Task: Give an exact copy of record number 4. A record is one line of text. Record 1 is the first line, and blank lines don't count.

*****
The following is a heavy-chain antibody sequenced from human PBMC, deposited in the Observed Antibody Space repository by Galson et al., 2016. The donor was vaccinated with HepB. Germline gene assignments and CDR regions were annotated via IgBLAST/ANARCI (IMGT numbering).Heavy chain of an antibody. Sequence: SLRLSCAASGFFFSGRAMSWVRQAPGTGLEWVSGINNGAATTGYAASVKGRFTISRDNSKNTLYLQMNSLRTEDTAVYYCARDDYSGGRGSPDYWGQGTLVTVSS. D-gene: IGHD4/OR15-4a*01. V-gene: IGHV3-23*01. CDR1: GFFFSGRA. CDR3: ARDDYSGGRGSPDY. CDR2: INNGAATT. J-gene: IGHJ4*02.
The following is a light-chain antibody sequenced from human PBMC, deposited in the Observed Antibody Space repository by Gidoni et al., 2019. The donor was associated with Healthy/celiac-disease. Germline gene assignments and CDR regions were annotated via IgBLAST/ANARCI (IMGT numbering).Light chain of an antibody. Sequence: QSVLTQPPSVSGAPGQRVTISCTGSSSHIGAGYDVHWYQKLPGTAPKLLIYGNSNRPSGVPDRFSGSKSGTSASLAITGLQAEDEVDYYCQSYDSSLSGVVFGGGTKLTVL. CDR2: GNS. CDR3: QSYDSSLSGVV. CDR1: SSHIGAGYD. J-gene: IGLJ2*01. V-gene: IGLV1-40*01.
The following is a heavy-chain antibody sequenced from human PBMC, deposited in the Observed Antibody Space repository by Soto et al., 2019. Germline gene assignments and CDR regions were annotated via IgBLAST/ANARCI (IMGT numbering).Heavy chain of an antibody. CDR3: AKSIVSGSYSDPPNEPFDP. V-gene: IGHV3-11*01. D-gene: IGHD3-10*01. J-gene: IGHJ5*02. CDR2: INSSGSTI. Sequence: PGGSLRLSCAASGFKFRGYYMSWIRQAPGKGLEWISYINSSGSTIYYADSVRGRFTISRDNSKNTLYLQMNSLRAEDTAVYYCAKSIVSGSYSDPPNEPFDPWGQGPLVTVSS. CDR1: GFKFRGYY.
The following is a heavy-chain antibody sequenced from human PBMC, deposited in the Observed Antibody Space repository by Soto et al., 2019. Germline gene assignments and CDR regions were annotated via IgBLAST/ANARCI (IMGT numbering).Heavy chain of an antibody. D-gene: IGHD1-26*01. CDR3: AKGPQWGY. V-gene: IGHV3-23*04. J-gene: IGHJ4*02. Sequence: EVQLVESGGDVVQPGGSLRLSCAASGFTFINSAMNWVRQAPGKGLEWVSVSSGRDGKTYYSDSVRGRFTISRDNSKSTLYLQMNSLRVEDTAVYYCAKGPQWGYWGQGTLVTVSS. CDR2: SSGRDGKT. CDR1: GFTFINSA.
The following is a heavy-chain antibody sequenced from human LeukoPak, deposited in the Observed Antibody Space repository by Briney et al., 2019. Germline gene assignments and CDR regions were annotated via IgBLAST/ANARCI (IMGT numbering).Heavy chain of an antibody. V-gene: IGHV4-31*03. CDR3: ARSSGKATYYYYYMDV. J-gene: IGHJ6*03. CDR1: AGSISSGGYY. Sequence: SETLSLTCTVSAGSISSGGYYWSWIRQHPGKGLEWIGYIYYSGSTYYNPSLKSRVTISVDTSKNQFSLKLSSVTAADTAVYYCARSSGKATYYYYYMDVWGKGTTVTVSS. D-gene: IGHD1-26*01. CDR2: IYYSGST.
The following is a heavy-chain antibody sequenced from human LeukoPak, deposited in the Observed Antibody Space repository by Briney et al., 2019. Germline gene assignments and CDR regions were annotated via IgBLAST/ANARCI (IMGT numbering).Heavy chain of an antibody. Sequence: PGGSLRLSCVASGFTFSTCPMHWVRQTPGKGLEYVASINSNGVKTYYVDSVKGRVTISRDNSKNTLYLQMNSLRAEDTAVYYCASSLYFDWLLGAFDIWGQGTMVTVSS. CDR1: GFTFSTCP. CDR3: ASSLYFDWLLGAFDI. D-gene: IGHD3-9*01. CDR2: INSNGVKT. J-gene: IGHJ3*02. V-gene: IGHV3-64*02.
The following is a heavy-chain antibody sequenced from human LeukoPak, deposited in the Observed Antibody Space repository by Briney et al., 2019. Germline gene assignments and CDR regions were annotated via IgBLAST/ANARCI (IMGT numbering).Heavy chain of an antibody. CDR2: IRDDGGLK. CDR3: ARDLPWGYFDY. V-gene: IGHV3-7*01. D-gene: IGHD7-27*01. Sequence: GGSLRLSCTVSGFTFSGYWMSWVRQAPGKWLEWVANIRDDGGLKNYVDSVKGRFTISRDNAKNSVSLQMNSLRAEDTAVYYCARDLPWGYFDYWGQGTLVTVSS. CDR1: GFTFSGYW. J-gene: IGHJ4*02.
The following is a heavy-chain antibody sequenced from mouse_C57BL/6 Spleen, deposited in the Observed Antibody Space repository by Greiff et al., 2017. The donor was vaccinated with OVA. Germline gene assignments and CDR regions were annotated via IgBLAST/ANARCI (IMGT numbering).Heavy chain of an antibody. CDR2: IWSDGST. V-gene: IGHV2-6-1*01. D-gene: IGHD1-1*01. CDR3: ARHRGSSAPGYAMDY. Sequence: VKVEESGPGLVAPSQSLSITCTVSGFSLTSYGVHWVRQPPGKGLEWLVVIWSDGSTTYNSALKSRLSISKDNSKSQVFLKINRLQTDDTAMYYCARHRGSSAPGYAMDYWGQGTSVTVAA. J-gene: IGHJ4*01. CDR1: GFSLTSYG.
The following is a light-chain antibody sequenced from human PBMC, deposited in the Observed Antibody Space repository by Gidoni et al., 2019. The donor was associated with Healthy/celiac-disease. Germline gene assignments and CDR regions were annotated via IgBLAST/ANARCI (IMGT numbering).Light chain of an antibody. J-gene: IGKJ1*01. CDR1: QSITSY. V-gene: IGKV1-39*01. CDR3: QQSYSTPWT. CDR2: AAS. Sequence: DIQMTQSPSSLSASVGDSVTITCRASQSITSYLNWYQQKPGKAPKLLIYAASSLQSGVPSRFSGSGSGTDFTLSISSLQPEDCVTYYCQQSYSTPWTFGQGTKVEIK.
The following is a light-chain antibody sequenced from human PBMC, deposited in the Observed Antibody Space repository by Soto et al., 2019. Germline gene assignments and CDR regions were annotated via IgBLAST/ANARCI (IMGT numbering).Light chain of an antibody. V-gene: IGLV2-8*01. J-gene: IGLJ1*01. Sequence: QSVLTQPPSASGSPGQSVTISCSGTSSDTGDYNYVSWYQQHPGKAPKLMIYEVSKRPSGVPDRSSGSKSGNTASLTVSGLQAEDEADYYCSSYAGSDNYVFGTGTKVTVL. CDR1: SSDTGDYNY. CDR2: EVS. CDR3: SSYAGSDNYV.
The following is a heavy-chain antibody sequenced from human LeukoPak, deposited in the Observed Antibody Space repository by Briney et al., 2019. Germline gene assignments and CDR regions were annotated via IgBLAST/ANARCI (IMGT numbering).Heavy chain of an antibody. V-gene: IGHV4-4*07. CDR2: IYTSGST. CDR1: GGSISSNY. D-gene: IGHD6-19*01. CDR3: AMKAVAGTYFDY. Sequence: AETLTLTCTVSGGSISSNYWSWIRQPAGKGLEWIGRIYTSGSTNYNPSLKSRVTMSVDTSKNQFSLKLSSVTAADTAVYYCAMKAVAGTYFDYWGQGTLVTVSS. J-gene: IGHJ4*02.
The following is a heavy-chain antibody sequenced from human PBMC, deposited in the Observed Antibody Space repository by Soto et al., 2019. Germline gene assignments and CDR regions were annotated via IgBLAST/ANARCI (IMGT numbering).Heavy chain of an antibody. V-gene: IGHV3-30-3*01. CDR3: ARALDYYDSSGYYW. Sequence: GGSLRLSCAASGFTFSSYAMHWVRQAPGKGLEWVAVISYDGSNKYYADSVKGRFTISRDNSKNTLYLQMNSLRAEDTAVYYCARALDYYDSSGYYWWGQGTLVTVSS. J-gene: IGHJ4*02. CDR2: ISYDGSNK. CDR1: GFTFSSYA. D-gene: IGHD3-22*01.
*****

The following is a heavy-chain antibody sequenced from human PBMC, deposited in the Observed Antibody Space repository by Soto et al., 2019. Germline gene assignments and CDR regions were annotated via IgBLAST/ANARCI (IMGT numbering).Heavy chain of an antibody. D-gene: IGHD1-26*01. CDR3: AKGPQWGY. V-gene: IGHV3-23*04. J-gene: IGHJ4*02. Sequence: EVQLVESGGDVVQPGGSLRLSCAASGFTFINSAMNWVRQAPGKGLEWVSVSSGRDGKTYYSDSVRGRFTISRDNSKSTLYLQMNSLRVEDTAVYYCAKGPQWGYWGQGTLVTVSS. CDR2: SSGRDGKT. CDR1: GFTFINSA.